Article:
22. Is Your Team Languishing + Finding Your Red Thread

Episode 22: Is Your Team Languishing + Finding Your Red Thread (Summary)

Is your team stuck between burnout and flourishing? There’s a name for that. Plus, my guest today knows the magic formula for making your ideas irresistible. It’s ahead now on Boss Better Now.

Links:
Learn more about Tamsen Webster and her book, Finding Your Red Thread at tamsenwebster.com.
To learn more about Joe Mull, visit his website ​Joemull.com​.
To hear more from Joe Mull visit his YouTube channel​.
To learn how to invite Joe to speak at an event, visit ​Joemull.com/speaking​.
To check date availability or to get a quote for an event, email ​hello@joemull.com​.
To explore options for coaching from Alyssa Mullet, visit ​Joemull.com/coaching​.
For more information on the BossBetter Leadership Academy, visit Joemull.com/academy.
Email the show at bossbetternow@gmail.com.
To leave comments, ask questions, or to message us visit our Boss Better Now Podcast Facebook Page.
Connect with Joe on Instagram.
Connect with Joe on Twitter.
Connect with Joe on LinkedIn.

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Transcript – Episode 22: Is Your Team Languishing + Finding Your Red Thread

Joe:
Is your team stuck between burnout and flourishing? There’s a name for that. Plus, my guest today knows the magic formula for making your ideas irresistible. It’s ahead now, on Boss Better Now.

Alyssa:
You’re listening to Boss Better Now. Please welcome speaker, author, and coleslaw snob, Joe Mull.

Joe:
Hello again, BossHeroes. Welcome to the show that aspires to be food for the boss’s soul. Every week, we bring advice, humor, and encouragement to leaders who care about being a great boss, but don’t always know how. Please welcome my co-host, professional coach, Alyssa Mullet.

Alyssa:
Hey, ya. Now if you tell me, you are anything other than a vinegar-based coleslaw snob, I will consider you not an actual snob of the coleslaw.

Joe:
Well, that’s pretty darn perfect because as we have figured out along the way here on our show, you’re the yin to my yang. I’m the vice to your versa. Um, my snobbishness around coleslaw first begins with the base. And I do not prefer a vinegar-based coleslaw. I’m sorry. It’s just, um, I don’t like the smell of vinegar. I don’t like the taste of vinegar. I don’t even like the word vinegar. There’s something about it I find troubling. So as far as coleslaw goes, I am a bit of a snob. I, there are two things that have got to be going on with the coleslaw to make it work for me. I see your incredulity. Did I say that right? Incredulousness on your face. Yeah.

Alyssa:
Yes. Uh, okay. Do tell about these two absurd factors that you believe are important to coleslaw.

Joe:
I see that you are already naming them as absurd, despite the fact that you haven’t heard them in their entirety yet. Okay. I will sit here and be judged. That’s fine. Um, the first is that I like a cream-based coleslaw. Um, I don’t even, I don’t know that it’s cream-based, as in like the ingredient is cream, I just mean that it’s not vinegar-based. Uh, the second factor is I don’t like it finely diced to the point where it’s like mush. I like a, um, like shredded coleslaw. So sadly, there have been many times when I’ve been in a restaurant… Not lately, uh, where, you know, you get a side, a coleslaw. And as soon as I see it, I’m like, no, that’s not my coleslaw. Or I’ll see it and be like, oh, this has potential. And then I’ll take a bite and I’ll be like, Nope, there’s a lot of vinegar in there. And so, I will admit with enthusiasm with gusto that yes, I’m a coleslaw snob.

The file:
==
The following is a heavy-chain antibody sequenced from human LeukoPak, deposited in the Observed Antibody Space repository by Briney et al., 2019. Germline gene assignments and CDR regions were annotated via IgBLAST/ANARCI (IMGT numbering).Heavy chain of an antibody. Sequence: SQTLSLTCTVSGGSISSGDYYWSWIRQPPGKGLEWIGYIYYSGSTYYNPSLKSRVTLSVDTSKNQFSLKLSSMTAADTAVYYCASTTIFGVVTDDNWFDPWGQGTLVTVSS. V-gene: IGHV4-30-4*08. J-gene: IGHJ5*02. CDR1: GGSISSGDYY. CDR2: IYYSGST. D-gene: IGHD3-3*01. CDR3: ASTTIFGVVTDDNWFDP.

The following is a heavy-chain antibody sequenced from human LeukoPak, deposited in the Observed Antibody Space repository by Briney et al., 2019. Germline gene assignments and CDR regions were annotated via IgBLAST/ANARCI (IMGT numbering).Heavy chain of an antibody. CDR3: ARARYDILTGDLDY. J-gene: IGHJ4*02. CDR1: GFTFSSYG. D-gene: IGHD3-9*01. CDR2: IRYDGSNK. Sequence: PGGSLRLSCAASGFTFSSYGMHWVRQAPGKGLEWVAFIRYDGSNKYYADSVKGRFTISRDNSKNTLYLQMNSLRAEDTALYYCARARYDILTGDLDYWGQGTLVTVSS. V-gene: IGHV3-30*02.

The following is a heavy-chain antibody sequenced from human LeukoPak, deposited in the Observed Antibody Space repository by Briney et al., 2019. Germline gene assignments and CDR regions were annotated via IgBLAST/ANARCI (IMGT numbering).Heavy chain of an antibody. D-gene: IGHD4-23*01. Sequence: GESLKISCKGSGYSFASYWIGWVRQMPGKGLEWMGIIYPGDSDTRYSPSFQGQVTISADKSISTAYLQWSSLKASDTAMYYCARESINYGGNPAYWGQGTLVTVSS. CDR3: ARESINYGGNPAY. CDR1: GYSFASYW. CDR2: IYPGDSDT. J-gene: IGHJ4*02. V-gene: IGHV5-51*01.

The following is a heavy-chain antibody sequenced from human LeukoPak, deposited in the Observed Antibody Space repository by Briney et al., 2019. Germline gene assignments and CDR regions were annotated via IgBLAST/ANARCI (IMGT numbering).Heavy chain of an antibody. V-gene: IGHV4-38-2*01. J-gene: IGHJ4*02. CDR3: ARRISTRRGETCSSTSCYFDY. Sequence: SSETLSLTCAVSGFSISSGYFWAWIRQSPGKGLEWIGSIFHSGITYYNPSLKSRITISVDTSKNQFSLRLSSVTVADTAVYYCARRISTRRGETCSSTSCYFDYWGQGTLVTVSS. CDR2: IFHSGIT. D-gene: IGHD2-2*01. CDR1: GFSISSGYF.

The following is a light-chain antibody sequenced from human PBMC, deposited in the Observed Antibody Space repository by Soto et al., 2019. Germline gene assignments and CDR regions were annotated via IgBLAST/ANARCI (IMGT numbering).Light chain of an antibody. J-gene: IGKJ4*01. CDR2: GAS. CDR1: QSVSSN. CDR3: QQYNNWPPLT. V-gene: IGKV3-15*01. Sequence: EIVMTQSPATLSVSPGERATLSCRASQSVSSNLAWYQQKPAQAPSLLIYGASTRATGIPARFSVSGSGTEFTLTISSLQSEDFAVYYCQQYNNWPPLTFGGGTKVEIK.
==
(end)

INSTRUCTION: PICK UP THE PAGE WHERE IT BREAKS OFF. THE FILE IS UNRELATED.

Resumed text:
Alyssa:
Okay. So, for our listeners who are listening to us, rather than watching us on YouTube first, you should understand that Joe has a Pirate shirt on. Okay. And so, we both in the Pittsburgh vicinity all, yes.

Joe:
It’s not a shirt with a picture of like the stereotypical cartoon pirate. That’s not what she means. It’s a Pittsburgh Pirates’ polo shirt.

Alyssa:
Yes. But now the question becomes as a Pittsburgher would have to ask … (Joe: Oh goodness.) How do you go in and eat a Primanti sandwich if you do not like vinegar-based coleslaw, because they’re not going to give it, give you a sandwich with anything else other than that coleslaw on it.

Joe:
Well, there’s two ways to go about it. The first is you can order it with the slaw on the side. And I know that is, um, it makes me a heretic here in Western Pennsylvania, and I get that, and I will own that. Uh, the other part of it is there are some things that I can tolerate when they are mixed in with other things. So, I would be lying if I said that I had never had a good Primanti sandwich with the vinegar-based slaw because with the right other components, uh, it’s, it’s been palatable.

Alyssa:
It’s, it’s those French fries on top, of the meat, the cheese and the bread, which is really like…

Joe:
You slap some bacon and fries and meat and cheese, and two big slices of bread. Um, and you tuck a little bit of coleslaw in there. I can handle that.

Alyssa:
All right. Well, I won’t completely disown you. Again, we’re racking up the, the points of incompatibility here, but thank God that podcasting doesn’t require simpatico-ness with the likes and just general rightness in the world.

Joe:
I also feel like we may have just broken a world record for the longest conversation about coleslaw on a podcast. So, I might, I might throw that out there and everybody listening to this right now, it’s like, oh, for the love of God, move on.

Alyssa:
Yes. Okay. Shall we then.

Joe: